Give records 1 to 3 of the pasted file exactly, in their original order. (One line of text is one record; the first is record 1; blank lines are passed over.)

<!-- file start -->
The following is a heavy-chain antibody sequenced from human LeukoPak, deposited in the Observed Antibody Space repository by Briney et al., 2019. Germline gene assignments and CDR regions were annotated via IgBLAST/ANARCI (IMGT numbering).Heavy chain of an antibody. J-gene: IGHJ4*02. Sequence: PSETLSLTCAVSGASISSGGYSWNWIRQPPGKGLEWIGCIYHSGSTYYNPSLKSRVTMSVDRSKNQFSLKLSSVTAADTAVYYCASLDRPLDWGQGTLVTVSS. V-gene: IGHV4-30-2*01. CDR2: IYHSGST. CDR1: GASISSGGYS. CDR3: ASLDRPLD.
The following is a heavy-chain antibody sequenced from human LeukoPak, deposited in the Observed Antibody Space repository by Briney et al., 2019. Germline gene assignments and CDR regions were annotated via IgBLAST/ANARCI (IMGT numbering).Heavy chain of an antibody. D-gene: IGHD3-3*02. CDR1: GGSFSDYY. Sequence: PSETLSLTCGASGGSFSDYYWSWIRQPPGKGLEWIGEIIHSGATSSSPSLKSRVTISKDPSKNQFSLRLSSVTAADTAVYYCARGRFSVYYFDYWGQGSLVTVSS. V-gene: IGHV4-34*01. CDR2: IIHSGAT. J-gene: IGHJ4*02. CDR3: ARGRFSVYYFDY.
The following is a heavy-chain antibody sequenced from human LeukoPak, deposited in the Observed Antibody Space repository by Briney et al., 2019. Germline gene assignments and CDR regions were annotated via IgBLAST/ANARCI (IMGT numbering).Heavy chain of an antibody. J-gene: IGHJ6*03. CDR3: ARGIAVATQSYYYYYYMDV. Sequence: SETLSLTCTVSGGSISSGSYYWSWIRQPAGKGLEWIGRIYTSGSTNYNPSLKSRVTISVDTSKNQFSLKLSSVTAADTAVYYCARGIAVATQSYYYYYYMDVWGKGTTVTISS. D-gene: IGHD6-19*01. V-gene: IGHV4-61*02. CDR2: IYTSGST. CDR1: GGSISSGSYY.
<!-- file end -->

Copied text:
The following is a heavy-chain antibody sequenced from human LeukoPak, deposited in the Observed Antibody Space repository by Briney et al., 2019. Germline gene assignments and CDR regions were annotated via IgBLAST/ANARCI (IMGT numbering).Heavy chain of an antibody. J-gene: IGHJ4*02. Sequence: PSETLSLTCAVSGASISSGGYSWNWIRQPPGKGLEWIGCIYHSGSTYYNPSLKSRVTMSVDRSKNQFSLKLSSVTAADTAVYYCASLDRPLDWGQGTLVTVSS. V-gene: IGHV4-30-2*01. CDR2: IYHSGST. CDR1: GASISSGGYS. CDR3: ASLDRPLD.
The following is a heavy-chain antibody sequenced from human LeukoPak, deposited in the Observed Antibody Space repository by Briney et al., 2019. Germline gene assignments and CDR regions were annotated via IgBLAST/ANARCI (IMGT numbering).Heavy chain of an antibody. D-gene: IGHD3-3*02. CDR1: GGSFSDYY. Sequence: PSETLSLTCGASGGSFSDYYWSWIRQPPGKGLEWIGEIIHSGATSSSPSLKSRVTISKDPSKNQFSLRLSSVTAADTAVYYCARGRFSVYYFDYWGQGSLVTVSS. V-gene: IGHV4-34*01. CDR2: IIHSGAT. J-gene: IGHJ4*02. CDR3: ARGRFSVYYFDY.
The following is a heavy-chain antibody sequenced from human LeukoPak, deposited in the Observed Antibody Space repository by Briney et al., 2019. Germline gene assignments and CDR regions were annotated via IgBLAST/ANARCI (IMGT numbering).Heavy chain of an antibody. J-gene: IGHJ6*03. CDR3: ARGIAVATQSYYYYYYMDV. Sequence: SETLSLTCTVSGGSISSGSYYWSWIRQPAGKGLEWIGRIYTSGSTNYNPSLKSRVTISVDTSKNQFSLKLSSVTAADTAVYYCARGIAVATQSYYYYYYMDVWGKGTTVTISS. D-gene: IGHD6-19*01. V-gene: IGHV4-61*02. CDR2: IYTSGST. CDR1: GGSISSGSYY.